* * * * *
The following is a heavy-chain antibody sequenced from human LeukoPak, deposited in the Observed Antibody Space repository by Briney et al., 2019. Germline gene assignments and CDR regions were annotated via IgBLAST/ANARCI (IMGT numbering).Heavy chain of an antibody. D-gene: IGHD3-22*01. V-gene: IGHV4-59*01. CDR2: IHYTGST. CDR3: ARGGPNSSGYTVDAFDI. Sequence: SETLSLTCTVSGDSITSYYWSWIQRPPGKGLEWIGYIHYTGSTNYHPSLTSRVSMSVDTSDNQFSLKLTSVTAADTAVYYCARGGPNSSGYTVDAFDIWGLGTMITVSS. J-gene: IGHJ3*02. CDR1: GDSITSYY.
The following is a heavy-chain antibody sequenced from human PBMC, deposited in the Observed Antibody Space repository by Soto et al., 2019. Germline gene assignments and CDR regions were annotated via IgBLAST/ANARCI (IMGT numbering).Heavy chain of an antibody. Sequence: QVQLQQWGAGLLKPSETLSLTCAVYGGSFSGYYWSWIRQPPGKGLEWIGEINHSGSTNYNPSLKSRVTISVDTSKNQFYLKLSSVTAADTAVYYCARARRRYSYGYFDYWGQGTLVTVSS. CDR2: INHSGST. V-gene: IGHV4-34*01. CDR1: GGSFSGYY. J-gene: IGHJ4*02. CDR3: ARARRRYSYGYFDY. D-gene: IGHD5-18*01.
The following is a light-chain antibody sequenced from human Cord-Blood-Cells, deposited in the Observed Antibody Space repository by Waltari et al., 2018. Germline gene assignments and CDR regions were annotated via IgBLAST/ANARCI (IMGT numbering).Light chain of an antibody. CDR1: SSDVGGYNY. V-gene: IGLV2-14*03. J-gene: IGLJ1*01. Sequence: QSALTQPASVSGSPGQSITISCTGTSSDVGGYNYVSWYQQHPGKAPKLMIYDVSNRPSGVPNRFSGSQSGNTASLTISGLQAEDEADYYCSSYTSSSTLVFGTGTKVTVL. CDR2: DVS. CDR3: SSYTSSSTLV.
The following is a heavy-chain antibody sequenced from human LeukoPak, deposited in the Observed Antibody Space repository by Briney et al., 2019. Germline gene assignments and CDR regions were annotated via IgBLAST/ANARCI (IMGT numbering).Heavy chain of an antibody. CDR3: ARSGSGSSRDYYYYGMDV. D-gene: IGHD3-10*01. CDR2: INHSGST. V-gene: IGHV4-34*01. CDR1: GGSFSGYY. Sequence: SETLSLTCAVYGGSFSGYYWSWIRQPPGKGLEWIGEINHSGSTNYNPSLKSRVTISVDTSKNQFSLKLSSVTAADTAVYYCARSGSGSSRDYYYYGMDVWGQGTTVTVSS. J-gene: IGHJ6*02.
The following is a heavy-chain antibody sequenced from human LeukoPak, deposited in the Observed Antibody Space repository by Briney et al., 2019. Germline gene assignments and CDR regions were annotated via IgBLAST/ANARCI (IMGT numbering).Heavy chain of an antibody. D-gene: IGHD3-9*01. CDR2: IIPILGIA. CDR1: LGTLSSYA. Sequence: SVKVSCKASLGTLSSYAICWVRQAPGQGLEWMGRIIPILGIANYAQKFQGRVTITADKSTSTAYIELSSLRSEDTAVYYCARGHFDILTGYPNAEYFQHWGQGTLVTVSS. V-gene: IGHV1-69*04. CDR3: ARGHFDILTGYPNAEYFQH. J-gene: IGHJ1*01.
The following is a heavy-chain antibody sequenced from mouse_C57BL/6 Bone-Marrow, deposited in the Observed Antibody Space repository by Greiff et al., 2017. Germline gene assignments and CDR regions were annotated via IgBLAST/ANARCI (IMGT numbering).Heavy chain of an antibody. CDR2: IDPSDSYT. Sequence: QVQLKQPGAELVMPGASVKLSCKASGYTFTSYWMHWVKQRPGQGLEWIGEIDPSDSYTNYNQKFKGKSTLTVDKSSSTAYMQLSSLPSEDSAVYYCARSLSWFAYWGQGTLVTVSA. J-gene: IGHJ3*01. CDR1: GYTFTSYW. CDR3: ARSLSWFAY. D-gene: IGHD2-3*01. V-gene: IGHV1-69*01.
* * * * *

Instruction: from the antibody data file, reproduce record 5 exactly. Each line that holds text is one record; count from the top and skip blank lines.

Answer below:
The following is a heavy-chain antibody sequenced from human LeukoPak, deposited in the Observed Antibody Space repository by Briney et al., 2019. Germline gene assignments and CDR regions were annotated via IgBLAST/ANARCI (IMGT numbering).Heavy chain of an antibody. D-gene: IGHD3-9*01. CDR2: IIPILGIA. CDR1: LGTLSSYA. Sequence: SVKVSCKASLGTLSSYAICWVRQAPGQGLEWMGRIIPILGIANYAQKFQGRVTITADKSTSTAYIELSSLRSEDTAVYYCARGHFDILTGYPNAEYFQHWGQGTLVTVSS. V-gene: IGHV1-69*04. CDR3: ARGHFDILTGYPNAEYFQH. J-gene: IGHJ1*01.